Turning my head tenderly to the left, I glanced at them in the mirror through the steam.
Six, quarter-inch, dark blue stitches are pulling my skin together.
The nylon threads forcefully merge two sides left from the removal of a minor something. A something, they said, that could be a bigger something if neglected.
I’m now missing a crescent of seemingly dangerous freckles transferred to my back with a kiss from the sun while coaching tennis in the summer months.
Skin pulled taught, knotted tendrils, and a wound remain.
The incision looks badass, sure, and more importantly has the power to make me woozy with the application of band-aids, vaseline, and tape. What we survive is nauseatingly awe-inspiring – how we breath through required work of tending our healing is beyond me.
I spent this weekend moving slowly, rising from chair, lowering to couch, and still lower to my bed. Each move felt tender and heavy, the pressure from pulling skin reminding me of the work it takes to bring things forever changed back together again.
In the days and months after losing my dad I wrote a lot about unraveling. I wrote about how a significant chord had been cut when he left this world.
Someone was perched at the edge, throwing my big ball of yarn I’d worked so hard to gather down the stairs without asking for my permission.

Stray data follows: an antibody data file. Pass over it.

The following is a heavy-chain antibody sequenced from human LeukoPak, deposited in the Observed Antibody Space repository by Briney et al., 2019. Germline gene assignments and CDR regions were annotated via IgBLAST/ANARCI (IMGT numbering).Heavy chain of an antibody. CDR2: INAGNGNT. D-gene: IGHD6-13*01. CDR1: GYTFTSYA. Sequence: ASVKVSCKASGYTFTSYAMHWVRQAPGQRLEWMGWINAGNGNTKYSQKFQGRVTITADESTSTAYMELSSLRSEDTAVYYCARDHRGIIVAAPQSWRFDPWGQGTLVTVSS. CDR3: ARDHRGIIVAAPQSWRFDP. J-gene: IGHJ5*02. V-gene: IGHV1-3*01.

Bounce – there went our jobs.
Bounce – there went big relationships.
Bounce – there went holidays, and traditions, and the layer of security when both parents are accessible by phone.
So, I wrote about tapestries and embroidery and threads to help me finger the loss and the holes and the missing pieces. I snarled at the snaggles, and left the yarn running through my house without energy, limp, and ready to be played with by whomever treaded by. Who cares? It was all unraveled anyway.
I never gave much thought to the attempts at assembly we’ve been doing until I sat in a sterile room wearing a patterned robe with my back exposed and numb. In a quick out-patient procedure someone had poked me with a thread and a needle and literally sewed me back together again.
They finished the procedure, and I sat up. I asked for a glass of water and the nurse, noting my color, gave me a small can of orange juice instead. I sipped and I listened and noted the irony found in the hopes of sugar used to calm my shaking hands.
“The best thing you can do is lay right on your back on the floor,” instructed the RN who was younger than me. “Perhaps lay on a bag of frozen peas.”
“Right on my back?” I asked with big eyes. “Isn’t that going to hurt?”
“At first,” she responded, “but the pressure will help you heal.”
In year one – I was entirely focused on the dark, oozing hole left from the quick snip of his exit.
In year two – there was immense pressure. I laid on my back for hours, staring at ceilings, at walls, at the spaces in between. The pain of grief is unbearable and confusing. You need Tylenol Extra Strength and tissues and healing ointment in various forms.
In year three – I’m learning something greater than me has started stitching again on my body, my heart, my life. With my participation, we’re bringing things together again to fuse what is left over the hole.
I’m approaching year four and I’m noticing … my scar is fucking huge.
But I am healing. What a beautiful thing.
Wow and whoa, Katy. This is beautiful. Thought- and heart-provoking. Thank you. And, please, heal that literal wound. (Frozen peas on the floor? Sounds daunting on a freezing night like this one.)